4.6 billion years ago our sun was formed by a solar nebula collapsing under it’s own gravity through a magnetic gravitational storm. Upon reaching a suitable density it reached its equilibrium, where energy generation began. From this point the brightness and surface of stars will gradually increase with age . One could assume the earth would be cooler in ancient times yet for most of this time the earth has been warmer than present times. This is known as the ‘faint sun paradox’. A lack of concentration of reflective particles in the stratosphere or a larger concentration of greenhouse gas molecules in the atmosphere are both possible scenarios that created our ancient climate..
The Precambrian eons saw a molten earth cooling down and the formation of the moon after a heavy bombardment of asteroids. Water vapour from asteroid and comet impacts started to condense in the atmosphere and rain down on the planet as liquid water. Oceans started to form amidst unrelenting volcanic activity where the atmosphere was heavy and toxic, with almost no oxygen but large amounts of carbon dioxide, nitrogen, methane, sulphur and ammonia. Coupled with water vapour, the earth became a crucible for life and a ‘primordial soup,’ ready for the unknown spark that created life, and pure oxygen.
Throughout our planets history the climate has changed through three main climate drivers; solar cycles, volcanism, and changes in the planet’s orbit and tilt. Ice ages have been triggered by fractional changes in solar heating caused by wobbles in the planets orbit, as a small variation in the planets tilt and a change of exposure to the sun can trigger extreme reactions from the water in the hydrosphere and ice in the Lithiosphere, this is known as the Milankovich cycle and leads to climate change.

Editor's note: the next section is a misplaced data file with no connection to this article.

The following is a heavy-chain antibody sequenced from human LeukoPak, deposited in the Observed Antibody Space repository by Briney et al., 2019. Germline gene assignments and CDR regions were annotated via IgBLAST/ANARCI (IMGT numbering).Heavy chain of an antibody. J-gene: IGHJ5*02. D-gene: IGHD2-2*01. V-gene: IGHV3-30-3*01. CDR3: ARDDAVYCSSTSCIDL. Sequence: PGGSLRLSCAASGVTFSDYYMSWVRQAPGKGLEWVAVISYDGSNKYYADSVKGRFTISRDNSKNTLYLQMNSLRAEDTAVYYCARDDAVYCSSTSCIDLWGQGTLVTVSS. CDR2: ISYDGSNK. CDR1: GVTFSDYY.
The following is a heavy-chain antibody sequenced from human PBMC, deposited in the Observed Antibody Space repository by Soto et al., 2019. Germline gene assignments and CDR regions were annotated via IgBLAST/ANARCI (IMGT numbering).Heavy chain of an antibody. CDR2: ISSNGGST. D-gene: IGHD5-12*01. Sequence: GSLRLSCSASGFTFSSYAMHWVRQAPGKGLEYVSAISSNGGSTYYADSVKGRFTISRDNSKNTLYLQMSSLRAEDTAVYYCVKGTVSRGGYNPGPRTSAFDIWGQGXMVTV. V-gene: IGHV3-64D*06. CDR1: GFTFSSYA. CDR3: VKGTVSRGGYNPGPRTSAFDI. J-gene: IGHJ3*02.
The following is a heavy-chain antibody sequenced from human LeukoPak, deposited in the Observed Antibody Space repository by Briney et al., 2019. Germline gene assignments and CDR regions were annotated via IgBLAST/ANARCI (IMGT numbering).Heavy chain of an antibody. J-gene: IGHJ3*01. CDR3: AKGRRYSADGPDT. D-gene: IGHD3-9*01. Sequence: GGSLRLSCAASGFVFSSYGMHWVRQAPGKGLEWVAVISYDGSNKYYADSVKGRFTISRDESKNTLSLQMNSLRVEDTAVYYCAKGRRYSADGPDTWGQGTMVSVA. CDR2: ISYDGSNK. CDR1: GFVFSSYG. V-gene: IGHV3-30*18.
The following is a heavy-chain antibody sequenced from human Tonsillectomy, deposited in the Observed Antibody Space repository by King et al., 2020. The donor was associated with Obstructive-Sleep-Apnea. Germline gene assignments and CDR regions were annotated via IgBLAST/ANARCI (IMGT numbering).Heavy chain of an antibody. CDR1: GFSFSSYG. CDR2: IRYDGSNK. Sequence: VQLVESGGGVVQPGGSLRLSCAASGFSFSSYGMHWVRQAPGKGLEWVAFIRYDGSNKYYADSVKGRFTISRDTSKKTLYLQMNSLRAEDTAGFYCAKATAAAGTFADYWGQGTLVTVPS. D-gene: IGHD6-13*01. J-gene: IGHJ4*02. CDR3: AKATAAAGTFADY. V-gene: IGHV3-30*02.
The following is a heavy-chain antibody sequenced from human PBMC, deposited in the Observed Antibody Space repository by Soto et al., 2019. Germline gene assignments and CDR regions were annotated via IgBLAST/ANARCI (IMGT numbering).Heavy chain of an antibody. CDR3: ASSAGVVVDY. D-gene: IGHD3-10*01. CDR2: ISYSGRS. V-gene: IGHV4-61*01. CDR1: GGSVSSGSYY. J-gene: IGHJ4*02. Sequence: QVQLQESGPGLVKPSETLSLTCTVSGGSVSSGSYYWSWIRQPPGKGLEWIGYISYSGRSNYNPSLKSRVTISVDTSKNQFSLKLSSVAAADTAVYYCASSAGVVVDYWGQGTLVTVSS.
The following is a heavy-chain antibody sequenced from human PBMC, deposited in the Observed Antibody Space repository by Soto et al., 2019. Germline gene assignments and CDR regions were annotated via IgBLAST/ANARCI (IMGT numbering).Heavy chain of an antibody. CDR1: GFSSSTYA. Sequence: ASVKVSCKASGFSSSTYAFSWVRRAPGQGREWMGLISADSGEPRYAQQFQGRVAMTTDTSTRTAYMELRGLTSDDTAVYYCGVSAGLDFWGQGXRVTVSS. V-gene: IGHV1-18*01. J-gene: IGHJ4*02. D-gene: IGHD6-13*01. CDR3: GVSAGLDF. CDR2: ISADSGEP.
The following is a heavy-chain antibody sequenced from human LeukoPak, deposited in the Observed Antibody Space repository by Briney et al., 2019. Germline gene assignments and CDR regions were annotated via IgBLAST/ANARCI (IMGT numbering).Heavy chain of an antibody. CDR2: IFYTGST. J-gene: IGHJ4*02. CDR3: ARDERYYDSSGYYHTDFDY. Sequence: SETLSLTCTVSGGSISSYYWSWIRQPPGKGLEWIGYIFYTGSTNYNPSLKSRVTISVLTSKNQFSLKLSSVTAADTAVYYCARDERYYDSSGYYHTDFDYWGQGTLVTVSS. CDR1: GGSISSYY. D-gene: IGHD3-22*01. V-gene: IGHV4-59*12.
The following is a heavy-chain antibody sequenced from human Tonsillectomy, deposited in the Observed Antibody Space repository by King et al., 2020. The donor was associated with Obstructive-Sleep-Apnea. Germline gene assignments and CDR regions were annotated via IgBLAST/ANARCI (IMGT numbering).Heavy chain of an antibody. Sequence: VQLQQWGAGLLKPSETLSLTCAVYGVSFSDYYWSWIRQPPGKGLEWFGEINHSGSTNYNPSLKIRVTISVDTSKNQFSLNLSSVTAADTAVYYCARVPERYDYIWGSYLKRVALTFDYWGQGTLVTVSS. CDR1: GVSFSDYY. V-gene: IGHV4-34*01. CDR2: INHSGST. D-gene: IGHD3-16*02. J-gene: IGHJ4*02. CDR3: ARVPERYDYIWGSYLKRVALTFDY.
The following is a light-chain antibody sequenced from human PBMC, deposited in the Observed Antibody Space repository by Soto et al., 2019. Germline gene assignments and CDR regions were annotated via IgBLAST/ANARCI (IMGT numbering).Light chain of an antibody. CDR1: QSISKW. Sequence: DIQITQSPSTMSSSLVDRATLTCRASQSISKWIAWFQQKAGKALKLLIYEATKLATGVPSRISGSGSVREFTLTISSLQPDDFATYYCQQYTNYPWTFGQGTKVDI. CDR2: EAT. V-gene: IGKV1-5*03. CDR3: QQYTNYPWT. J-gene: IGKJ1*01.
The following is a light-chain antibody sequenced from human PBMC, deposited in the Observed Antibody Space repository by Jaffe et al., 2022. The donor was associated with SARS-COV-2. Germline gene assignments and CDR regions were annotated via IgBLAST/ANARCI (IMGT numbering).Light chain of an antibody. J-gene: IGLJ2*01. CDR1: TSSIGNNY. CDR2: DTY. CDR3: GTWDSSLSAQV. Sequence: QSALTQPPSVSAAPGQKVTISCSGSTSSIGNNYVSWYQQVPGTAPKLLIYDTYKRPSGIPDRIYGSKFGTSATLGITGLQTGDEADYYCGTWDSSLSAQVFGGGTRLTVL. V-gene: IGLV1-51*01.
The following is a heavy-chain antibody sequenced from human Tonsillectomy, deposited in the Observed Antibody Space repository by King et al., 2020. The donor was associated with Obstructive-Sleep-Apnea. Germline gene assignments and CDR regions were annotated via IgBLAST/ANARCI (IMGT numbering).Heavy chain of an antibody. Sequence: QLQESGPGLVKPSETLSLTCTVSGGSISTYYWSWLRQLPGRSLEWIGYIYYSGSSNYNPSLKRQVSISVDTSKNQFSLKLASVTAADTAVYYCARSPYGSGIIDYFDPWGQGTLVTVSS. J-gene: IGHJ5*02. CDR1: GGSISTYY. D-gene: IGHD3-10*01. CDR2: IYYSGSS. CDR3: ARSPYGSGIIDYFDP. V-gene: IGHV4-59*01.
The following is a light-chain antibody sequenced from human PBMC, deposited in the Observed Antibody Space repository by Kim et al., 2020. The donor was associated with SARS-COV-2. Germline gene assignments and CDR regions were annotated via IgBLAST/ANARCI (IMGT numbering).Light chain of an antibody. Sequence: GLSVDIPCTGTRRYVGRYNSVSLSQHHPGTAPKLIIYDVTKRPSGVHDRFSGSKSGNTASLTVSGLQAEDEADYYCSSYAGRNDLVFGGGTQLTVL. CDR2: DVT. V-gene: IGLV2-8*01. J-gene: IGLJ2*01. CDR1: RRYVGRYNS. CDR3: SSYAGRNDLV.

These temperature changes would have been amplified by variables such as the increase of surface ice reflecting more ultraviolet heat in the form of short radiation waves which pass through the atmosphere more efficiently, this is known as the positive Albedo effect. The decreased temperature of the sea is more capable of dissolving CO2, leading to an increased cooling effect. When reversed, a retreat in ice cover will mean less heat is reflected back and more infra-red heat is absorbed into the ocean, a warmer ocean will be able to absorb less CO2, which will in turn catch more infra-red heat in our atmosphere.
During the Mesozoic Era, “The Age of the dinosaurs’, our warmer planet went through considerable changes. New techniques in measuring wavelengths of plate tectonics and detailed analysis of fossilised waxy leaf remnants taken from sediment cores beneath the Ross ice shelf have shown CO2 levels in our atmosphere to be up to four times higher than current levels. When the Jurassic era saw the break up of the supercontinent Pangea, incredible shifts in plate tectonics led to major increases in volcanic activity, the melting of all polar ice, and sea level rises that created the continents of Gondwana and Laurasia.
The extent of the sea level rise is evident during the Cretaceous ‘chalk forming’ era, where generations of well adapted sea life would deposit their skeletal remains to the sea bed where, after many years of compaction, they would create the chalk cliffs of our present day. While rising land masses due to tectonic compression and volcanism will equate for a good margin of the difference between present day sea level and Cretaceous chalk cliffs, there is a clear link between a warm carbon rich atmosphere, the melting of the polar ice caps and a rise in sea level.